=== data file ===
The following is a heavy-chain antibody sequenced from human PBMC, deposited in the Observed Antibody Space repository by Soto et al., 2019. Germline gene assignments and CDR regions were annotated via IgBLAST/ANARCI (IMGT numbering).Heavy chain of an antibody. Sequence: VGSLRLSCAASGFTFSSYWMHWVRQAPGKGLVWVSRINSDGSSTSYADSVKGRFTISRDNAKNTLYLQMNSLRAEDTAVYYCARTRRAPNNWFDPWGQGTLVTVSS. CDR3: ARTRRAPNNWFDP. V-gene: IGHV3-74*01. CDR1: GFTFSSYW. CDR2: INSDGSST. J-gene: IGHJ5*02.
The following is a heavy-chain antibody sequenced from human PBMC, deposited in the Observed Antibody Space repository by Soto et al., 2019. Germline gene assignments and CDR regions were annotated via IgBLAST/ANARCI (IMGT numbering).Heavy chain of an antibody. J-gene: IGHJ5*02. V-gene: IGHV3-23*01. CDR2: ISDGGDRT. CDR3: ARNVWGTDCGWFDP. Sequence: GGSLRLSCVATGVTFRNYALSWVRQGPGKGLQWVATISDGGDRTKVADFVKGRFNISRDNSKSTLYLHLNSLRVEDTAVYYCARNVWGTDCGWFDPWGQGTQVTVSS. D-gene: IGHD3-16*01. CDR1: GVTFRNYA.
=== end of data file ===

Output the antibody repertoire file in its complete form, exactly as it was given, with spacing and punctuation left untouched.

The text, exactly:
The following is a heavy-chain antibody sequenced from human PBMC, deposited in the Observed Antibody Space repository by Soto et al., 2019. Germline gene assignments and CDR regions were annotated via IgBLAST/ANARCI (IMGT numbering).Heavy chain of an antibody. Sequence: VGSLRLSCAASGFTFSSYWMHWVRQAPGKGLVWVSRINSDGSSTSYADSVKGRFTISRDNAKNTLYLQMNSLRAEDTAVYYCARTRRAPNNWFDPWGQGTLVTVSS. CDR3: ARTRRAPNNWFDP. V-gene: IGHV3-74*01. CDR1: GFTFSSYW. CDR2: INSDGSST. J-gene: IGHJ5*02.
The following is a heavy-chain antibody sequenced from human PBMC, deposited in the Observed Antibody Space repository by Soto et al., 2019. Germline gene assignments and CDR regions were annotated via IgBLAST/ANARCI (IMGT numbering).Heavy chain of an antibody. J-gene: IGHJ5*02. V-gene: IGHV3-23*01. CDR2: ISDGGDRT. CDR3: ARNVWGTDCGWFDP. Sequence: GGSLRLSCVATGVTFRNYALSWVRQGPGKGLQWVATISDGGDRTKVADFVKGRFNISRDNSKSTLYLHLNSLRVEDTAVYYCARNVWGTDCGWFDPWGQGTQVTVSS. D-gene: IGHD3-16*01. CDR1: GVTFRNYA.